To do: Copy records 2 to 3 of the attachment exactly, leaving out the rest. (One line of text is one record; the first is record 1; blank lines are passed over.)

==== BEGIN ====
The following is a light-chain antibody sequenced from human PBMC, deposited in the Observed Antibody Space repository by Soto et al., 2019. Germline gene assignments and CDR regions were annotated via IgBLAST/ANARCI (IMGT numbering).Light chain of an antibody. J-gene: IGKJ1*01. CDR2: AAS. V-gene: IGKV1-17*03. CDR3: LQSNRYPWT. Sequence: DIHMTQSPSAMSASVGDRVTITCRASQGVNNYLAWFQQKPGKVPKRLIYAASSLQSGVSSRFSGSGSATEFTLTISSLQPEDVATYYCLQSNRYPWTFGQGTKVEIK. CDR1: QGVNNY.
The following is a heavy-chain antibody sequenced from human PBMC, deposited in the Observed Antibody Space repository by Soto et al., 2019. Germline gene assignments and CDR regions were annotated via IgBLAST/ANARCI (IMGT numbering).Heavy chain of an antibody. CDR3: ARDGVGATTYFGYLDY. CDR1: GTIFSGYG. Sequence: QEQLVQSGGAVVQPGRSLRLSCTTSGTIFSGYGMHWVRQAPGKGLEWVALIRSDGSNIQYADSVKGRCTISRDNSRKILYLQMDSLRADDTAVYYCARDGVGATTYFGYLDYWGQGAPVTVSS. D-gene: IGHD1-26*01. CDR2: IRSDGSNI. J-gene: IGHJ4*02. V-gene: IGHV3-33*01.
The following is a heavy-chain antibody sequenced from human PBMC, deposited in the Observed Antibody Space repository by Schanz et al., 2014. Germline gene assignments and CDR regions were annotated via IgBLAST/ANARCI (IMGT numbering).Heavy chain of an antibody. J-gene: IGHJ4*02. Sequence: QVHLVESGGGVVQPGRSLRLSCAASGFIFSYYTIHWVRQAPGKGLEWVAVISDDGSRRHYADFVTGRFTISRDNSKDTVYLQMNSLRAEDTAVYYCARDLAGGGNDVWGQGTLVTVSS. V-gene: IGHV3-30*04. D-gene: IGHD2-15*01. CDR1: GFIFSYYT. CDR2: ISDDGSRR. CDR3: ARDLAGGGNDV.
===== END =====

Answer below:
The following is a heavy-chain antibody sequenced from human PBMC, deposited in the Observed Antibody Space repository by Soto et al., 2019. Germline gene assignments and CDR regions were annotated via IgBLAST/ANARCI (IMGT numbering).Heavy chain of an antibody. CDR3: ARDGVGATTYFGYLDY. CDR1: GTIFSGYG. Sequence: QEQLVQSGGAVVQPGRSLRLSCTTSGTIFSGYGMHWVRQAPGKGLEWVALIRSDGSNIQYADSVKGRCTISRDNSRKILYLQMDSLRADDTAVYYCARDGVGATTYFGYLDYWGQGAPVTVSS. D-gene: IGHD1-26*01. CDR2: IRSDGSNI. J-gene: IGHJ4*02. V-gene: IGHV3-33*01.
The following is a heavy-chain antibody sequenced from human PBMC, deposited in the Observed Antibody Space repository by Schanz et al., 2014. Germline gene assignments and CDR regions were annotated via IgBLAST/ANARCI (IMGT numbering).Heavy chain of an antibody. J-gene: IGHJ4*02. Sequence: QVHLVESGGGVVQPGRSLRLSCAASGFIFSYYTIHWVRQAPGKGLEWVAVISDDGSRRHYADFVTGRFTISRDNSKDTVYLQMNSLRAEDTAVYYCARDLAGGGNDVWGQGTLVTVSS. V-gene: IGHV3-30*04. D-gene: IGHD2-15*01. CDR1: GFIFSYYT. CDR2: ISDDGSRR. CDR3: ARDLAGGGNDV.